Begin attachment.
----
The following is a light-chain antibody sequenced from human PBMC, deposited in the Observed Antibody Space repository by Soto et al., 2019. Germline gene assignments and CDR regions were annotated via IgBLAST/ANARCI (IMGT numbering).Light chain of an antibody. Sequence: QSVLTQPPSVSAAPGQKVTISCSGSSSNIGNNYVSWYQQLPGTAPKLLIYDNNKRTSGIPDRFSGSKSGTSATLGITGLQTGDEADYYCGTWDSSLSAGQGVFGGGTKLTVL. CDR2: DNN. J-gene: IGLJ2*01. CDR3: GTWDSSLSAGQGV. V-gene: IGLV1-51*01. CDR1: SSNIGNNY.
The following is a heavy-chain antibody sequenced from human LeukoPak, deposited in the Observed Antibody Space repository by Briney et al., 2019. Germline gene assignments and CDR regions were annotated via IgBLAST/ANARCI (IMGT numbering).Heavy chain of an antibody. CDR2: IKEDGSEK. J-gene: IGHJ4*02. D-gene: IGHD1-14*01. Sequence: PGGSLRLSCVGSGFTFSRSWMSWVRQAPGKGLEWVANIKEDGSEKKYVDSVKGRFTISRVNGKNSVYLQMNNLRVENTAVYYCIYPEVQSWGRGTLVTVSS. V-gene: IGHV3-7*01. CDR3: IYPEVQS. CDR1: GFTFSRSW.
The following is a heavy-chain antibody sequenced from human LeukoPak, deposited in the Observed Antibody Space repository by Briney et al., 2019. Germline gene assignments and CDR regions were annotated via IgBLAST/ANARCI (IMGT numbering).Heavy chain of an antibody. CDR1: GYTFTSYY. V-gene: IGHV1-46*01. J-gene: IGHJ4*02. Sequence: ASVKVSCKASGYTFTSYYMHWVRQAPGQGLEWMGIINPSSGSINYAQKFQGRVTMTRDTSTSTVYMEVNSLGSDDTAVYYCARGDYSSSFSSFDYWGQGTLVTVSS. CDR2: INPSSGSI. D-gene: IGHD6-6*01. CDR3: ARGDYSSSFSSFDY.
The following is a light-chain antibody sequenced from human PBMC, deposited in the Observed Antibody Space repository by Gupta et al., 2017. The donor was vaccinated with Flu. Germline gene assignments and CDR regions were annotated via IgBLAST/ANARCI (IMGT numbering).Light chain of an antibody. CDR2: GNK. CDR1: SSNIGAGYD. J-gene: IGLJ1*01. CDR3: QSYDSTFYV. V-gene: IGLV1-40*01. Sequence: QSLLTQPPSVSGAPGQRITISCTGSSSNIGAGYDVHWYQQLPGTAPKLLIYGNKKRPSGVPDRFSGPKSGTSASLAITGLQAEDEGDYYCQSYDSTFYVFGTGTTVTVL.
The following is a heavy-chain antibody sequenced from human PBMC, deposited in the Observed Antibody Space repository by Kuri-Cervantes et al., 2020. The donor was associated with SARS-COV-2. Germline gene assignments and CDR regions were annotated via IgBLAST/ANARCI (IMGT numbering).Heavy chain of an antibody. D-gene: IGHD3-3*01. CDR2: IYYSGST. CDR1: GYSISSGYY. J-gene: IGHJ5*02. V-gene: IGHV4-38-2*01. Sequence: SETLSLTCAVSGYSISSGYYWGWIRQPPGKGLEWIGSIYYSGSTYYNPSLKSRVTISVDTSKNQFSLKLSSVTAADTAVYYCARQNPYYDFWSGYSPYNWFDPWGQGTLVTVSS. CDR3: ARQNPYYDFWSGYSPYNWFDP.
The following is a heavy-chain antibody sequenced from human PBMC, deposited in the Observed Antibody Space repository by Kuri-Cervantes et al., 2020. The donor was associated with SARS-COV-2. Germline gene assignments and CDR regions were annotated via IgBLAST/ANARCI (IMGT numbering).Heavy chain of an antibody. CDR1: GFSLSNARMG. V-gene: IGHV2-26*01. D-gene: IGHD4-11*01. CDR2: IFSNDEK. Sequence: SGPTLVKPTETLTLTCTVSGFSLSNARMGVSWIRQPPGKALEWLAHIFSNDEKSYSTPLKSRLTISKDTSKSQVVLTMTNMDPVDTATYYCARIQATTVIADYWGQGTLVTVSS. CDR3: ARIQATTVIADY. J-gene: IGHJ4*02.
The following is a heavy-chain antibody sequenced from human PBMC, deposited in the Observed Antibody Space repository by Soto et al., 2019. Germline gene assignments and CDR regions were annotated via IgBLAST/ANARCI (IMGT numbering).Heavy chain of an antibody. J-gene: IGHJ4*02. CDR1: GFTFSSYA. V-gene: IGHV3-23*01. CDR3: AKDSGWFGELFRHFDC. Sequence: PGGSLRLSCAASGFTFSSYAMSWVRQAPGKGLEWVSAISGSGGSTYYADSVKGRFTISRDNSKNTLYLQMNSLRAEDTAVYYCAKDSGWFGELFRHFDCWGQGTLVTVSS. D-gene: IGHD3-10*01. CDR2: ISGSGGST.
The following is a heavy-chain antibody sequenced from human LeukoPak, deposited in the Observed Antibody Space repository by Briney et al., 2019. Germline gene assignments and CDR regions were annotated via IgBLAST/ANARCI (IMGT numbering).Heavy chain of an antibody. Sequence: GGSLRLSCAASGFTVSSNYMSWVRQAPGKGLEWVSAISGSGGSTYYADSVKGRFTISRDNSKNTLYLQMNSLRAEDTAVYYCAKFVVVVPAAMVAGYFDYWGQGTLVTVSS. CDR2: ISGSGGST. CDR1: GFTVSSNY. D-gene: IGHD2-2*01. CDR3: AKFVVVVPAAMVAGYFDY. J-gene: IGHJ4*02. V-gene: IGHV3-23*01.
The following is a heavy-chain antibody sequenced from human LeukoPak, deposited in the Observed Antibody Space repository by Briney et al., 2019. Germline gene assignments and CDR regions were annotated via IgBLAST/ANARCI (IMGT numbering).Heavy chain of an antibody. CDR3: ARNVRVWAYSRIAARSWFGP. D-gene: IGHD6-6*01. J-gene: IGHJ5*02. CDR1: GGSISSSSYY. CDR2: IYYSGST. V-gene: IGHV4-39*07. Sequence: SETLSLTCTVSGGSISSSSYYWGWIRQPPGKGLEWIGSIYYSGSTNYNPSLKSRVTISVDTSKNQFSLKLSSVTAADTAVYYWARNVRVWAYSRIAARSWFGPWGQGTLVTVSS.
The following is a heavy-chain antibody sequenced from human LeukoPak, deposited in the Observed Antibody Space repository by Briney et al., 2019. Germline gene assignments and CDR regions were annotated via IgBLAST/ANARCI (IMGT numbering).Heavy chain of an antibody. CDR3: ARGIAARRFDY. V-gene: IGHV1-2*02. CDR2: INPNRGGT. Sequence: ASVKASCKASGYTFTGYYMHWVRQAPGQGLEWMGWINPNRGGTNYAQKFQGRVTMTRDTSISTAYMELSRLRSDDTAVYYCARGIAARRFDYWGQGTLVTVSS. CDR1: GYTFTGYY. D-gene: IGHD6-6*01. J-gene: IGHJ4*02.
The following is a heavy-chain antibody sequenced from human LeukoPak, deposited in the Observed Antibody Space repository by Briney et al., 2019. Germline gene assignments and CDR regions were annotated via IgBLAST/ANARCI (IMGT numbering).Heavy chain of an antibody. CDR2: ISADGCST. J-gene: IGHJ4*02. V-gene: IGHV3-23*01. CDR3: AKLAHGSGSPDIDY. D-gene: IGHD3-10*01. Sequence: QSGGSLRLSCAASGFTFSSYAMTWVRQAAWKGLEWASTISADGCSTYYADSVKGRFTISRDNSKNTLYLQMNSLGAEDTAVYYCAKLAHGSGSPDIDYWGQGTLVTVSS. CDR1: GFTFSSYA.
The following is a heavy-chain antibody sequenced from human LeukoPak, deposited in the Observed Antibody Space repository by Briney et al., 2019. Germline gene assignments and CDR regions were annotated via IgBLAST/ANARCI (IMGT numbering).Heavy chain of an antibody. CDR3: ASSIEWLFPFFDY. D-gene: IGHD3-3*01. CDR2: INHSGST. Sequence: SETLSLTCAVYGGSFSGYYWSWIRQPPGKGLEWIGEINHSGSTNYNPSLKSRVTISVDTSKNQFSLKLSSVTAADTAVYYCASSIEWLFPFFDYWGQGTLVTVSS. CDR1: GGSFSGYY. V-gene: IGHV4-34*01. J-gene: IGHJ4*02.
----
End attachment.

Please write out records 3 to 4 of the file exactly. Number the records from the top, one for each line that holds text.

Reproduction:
The following is a heavy-chain antibody sequenced from human LeukoPak, deposited in the Observed Antibody Space repository by Briney et al., 2019. Germline gene assignments and CDR regions were annotated via IgBLAST/ANARCI (IMGT numbering).Heavy chain of an antibody. CDR1: GYTFTSYY. V-gene: IGHV1-46*01. J-gene: IGHJ4*02. Sequence: ASVKVSCKASGYTFTSYYMHWVRQAPGQGLEWMGIINPSSGSINYAQKFQGRVTMTRDTSTSTVYMEVNSLGSDDTAVYYCARGDYSSSFSSFDYWGQGTLVTVSS. CDR2: INPSSGSI. D-gene: IGHD6-6*01. CDR3: ARGDYSSSFSSFDY.
The following is a light-chain antibody sequenced from human PBMC, deposited in the Observed Antibody Space repository by Gupta et al., 2017. The donor was vaccinated with Flu. Germline gene assignments and CDR regions were annotated via IgBLAST/ANARCI (IMGT numbering).Light chain of an antibody. CDR2: GNK. CDR1: SSNIGAGYD. J-gene: IGLJ1*01. CDR3: QSYDSTFYV. V-gene: IGLV1-40*01. Sequence: QSLLTQPPSVSGAPGQRITISCTGSSSNIGAGYDVHWYQQLPGTAPKLLIYGNKKRPSGVPDRFSGPKSGTSASLAITGLQAEDEGDYYCQSYDSTFYVFGTGTTVTVL.